One of the things I noticed, even before I took possession of the house, was that the side of the garage between the two houses was in really bad shape. The siding on that portion is a different kind than the main house, and the rain gutter is also in bad shape.
To add to this, there were a large number of maple and ash trees growing in between the houses (all of which were against the neighbour's foundation). The actual space between the houses was piled high with old wood debris and garbage (old rotten wood, various newer and older mouldings, and chunks of cement, concrete, and drywall compound. Amongst these, I was able to find one reusable piece of old moulding:
The larger trees have now been removed, and heavily salted. Some of the neighbour's kids started to clean out a bunch of the junk after I removed a large portion of it. I later found out that there is asphalt between both houses.
Because of the bad gutters, and the fact that the garage door had no seal along the bottom, I quickly found out that heavy rain turned the garage floor into a lake. I was able to fix 90% of the water flooding problems by adding a rubber seal, and cleaning the huge amount of leaves out of the gutters.
Leaks were not limited to the garage, either. When we first had some very heavy rain, I discovered several small leaks in the foundation. That was real fun. I've started to patch some of the areas with hydraulic cement (that's a huge labor intensive job), and the leaks are now minimal.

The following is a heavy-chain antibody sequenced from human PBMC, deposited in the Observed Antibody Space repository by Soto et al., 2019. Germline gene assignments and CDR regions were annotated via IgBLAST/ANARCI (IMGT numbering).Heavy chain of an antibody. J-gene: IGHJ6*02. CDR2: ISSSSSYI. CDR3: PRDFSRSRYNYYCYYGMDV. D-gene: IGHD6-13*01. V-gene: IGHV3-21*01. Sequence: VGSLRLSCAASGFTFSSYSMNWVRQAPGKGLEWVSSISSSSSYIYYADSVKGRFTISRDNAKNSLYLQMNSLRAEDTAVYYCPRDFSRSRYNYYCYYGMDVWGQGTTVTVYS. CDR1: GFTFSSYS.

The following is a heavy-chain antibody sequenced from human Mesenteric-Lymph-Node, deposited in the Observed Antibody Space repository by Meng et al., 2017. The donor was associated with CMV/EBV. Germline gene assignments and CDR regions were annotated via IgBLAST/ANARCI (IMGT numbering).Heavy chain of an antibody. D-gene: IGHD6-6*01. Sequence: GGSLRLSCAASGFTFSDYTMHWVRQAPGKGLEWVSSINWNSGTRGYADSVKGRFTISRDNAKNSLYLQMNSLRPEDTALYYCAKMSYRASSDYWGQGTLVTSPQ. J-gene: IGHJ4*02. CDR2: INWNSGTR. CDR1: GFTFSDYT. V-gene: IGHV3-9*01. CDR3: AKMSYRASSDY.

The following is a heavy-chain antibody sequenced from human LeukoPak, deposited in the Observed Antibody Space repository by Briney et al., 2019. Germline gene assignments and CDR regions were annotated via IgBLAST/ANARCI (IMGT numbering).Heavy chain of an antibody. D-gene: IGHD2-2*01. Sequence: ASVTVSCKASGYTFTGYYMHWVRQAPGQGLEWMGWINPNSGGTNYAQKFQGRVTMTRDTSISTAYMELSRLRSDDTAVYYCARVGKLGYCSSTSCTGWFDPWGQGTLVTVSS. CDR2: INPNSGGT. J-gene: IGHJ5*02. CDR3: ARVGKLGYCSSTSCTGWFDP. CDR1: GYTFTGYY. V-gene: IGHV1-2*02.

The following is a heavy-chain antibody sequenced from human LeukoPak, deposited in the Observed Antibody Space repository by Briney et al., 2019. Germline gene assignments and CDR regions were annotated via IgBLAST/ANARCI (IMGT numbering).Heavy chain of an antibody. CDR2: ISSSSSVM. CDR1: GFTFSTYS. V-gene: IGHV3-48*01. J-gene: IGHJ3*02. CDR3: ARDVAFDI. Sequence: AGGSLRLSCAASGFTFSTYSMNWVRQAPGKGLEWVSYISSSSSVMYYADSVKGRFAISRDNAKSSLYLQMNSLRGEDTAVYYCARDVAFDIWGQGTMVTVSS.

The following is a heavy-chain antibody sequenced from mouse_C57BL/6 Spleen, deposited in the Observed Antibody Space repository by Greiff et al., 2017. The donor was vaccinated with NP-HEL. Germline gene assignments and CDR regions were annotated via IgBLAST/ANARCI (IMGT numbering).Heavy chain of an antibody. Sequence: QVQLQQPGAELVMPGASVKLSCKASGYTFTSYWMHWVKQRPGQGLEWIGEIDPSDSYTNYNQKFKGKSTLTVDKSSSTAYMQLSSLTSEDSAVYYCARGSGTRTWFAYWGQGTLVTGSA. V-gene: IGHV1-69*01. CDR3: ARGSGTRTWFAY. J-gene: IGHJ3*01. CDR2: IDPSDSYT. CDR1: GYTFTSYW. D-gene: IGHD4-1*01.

While I'm still on the topic of water leaks, one of the very first repairs I had to do was to the new water tank. One of the two connections on the top had a very slow leak (just enough that the top of the tank was wet.
The attic was another interesting to explore. For quite a while, I couldn't get up there because I only had a 6' ladder, so I was able to stand on it near the top, and point my camera in there to take photos initially. The house has a hipped roof (pyramid), and I was surprised to see that it's a completely empty space (no interior braces).
Future trips to the attic led me to find that under the newer blown insulation is the original vermiculite insulation, which is very likely contaminated with asbestos. I don't plan to do anything about this, other than work very carefully around it.